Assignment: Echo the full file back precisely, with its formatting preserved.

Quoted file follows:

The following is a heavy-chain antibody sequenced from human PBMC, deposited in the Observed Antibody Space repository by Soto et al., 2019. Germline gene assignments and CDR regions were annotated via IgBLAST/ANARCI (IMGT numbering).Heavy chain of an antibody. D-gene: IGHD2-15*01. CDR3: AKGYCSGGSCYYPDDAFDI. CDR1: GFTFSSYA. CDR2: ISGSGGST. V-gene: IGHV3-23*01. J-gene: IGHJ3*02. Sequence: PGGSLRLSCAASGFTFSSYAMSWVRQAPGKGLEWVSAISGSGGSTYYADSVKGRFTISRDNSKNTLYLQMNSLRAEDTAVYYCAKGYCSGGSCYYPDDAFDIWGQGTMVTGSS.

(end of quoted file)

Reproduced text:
The following is a heavy-chain antibody sequenced from human PBMC, deposited in the Observed Antibody Space repository by Soto et al., 2019. Germline gene assignments and CDR regions were annotated via IgBLAST/ANARCI (IMGT numbering).Heavy chain of an antibody. D-gene: IGHD2-15*01. CDR3: AKGYCSGGSCYYPDDAFDI. CDR1: GFTFSSYA. CDR2: ISGSGGST. V-gene: IGHV3-23*01. J-gene: IGHJ3*02. Sequence: PGGSLRLSCAASGFTFSSYAMSWVRQAPGKGLEWVSAISGSGGSTYYADSVKGRFTISRDNSKNTLYLQMNSLRAEDTAVYYCAKGYCSGGSCYYPDDAFDIWGQGTMVTGSS.